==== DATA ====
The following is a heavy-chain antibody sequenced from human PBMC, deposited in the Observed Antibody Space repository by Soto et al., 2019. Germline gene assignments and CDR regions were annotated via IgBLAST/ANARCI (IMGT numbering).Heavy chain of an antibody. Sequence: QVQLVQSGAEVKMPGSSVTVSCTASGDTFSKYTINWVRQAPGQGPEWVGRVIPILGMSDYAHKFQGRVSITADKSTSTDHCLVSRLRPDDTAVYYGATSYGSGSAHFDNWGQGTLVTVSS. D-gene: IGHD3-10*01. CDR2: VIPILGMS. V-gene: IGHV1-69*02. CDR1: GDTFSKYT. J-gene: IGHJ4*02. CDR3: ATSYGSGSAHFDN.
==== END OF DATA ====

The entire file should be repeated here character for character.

The following is a heavy-chain antibody sequenced from human PBMC, deposited in the Observed Antibody Space repository by Soto et al., 2019. Germline gene assignments and CDR regions were annotated via IgBLAST/ANARCI (IMGT numbering).Heavy chain of an antibody. Sequence: QVQLVQSGAEVKMPGSSVTVSCTASGDTFSKYTINWVRQAPGQGPEWVGRVIPILGMSDYAHKFQGRVSITADKSTSTDHCLVSRLRPDDTAVYYGATSYGSGSAHFDNWGQGTLVTVSS. D-gene: IGHD3-10*01. CDR2: VIPILGMS. V-gene: IGHV1-69*02. CDR1: GDTFSKYT. J-gene: IGHJ4*02. CDR3: ATSYGSGSAHFDN.